Journal of Literary & Cultural Disability Studies

To Free Speech from Free Speech

Marxism, Mediation, and Disability Aesthetics in Hou Hsiao-Hsien’s A City of Sadness

Journal of Literary & Cultural Disability Studies (2021), 15, (2), 169–186.


Liberalism glorifies free speech as the primary means to achieve progress. Free speech is presumed to involve a clear association across awareness, individual voice, collective speaking, and increased representation. Michel Foucault located a genealogy of related practices of speaking truth in the Stoic tradition of parrhesia. However, as he established, liberalism limits speech, as centrism and civility flatten all forms of speech as equivalent whereby all sides come to matter. As demonstrated today, the alt-right and radical left are seen as equally illiberal and asking for too much. Speech, specifically under liberalism, loses its import. The article asks what happens when we free the concept of speech from free speech and the liberal tradition. To explore this, the article turns to disability, particularly deafness, to grapple with other formulations of speech. It examines Taiwanese director Hou Hsiao-Hsien’s classic film A City of Sadness (1989) and focuses on its representations of deafness and its disability aesthetics. Hou’s aesthetics and use of media objects establish a political critique that does not rely on truth, repair, or recognition. This film develops a Marxist theory of speech and reconsiders speech through other modes of governance like autocracy. Ultimately, the article explores how different governance structures rework not only speech but also notions of political change.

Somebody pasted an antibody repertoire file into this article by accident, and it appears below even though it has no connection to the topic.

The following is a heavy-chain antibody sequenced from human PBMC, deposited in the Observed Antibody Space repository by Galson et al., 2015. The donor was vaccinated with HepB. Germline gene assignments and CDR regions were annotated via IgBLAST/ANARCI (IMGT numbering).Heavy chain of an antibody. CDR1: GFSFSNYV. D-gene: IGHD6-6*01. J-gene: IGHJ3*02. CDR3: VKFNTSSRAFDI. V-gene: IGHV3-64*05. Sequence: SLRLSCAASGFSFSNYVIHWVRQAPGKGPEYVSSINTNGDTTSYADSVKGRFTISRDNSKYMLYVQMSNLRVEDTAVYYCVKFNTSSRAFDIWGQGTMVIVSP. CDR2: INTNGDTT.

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Author details

Yapp, Hentyle